ARPA was launched in the 1970s after the Antiquities Act of 1906 was declared “unconstitutionally vague”. The Antiquities Act was unable to protect historical sites from criminal looting. Several attempts by the federal land-managing agencies and prosecutors to use this act resulted in judges saying that it was unconstitutionally vague making it unenforceable.(Harmon 172) ARPA regulates access to archaeological resources on federal and Indian lands. Uniform regulations were issued by the Department of the Interior, the Department of Agriculture, the Tennessee Valley Authority, and the Department of Defense. Archaeological resources are defined as "Any material remains of human life or activities which are at least 100 years of age, and which are archaeological interest."(King 252) Also defined is "Of archaeological interest" which is "Capable of providing scientific or humanistic understandings of past human behavior, cultural adaption, and related topics."(King 252) ARPA forbids anyone from excavating or removing archaeological resources from federal or Indian land without a permit from a land managing agency. ARPA also forbids any sales, purchase, exchange, transport, or receipt. Those who violate can face substantial fines and even a jail sentence if convicted. They will also confiscate any object that has been declared as an archaeological resource.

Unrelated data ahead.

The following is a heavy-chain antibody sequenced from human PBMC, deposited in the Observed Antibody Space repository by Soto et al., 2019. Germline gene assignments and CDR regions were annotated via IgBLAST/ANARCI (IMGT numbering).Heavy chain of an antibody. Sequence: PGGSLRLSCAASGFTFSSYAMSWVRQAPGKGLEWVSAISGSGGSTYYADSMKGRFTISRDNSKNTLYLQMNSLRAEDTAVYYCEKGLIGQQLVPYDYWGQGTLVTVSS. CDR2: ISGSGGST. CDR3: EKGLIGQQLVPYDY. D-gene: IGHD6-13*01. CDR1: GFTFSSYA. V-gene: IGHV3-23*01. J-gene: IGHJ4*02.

March 2017 Meeting :    THE SEARCH FOR WATER ON MARS

 Dr. Nadine G. Barlow, Department of Physics and Astronomy,  Northern Arizona University, Flagstaff, AZ  86011-6010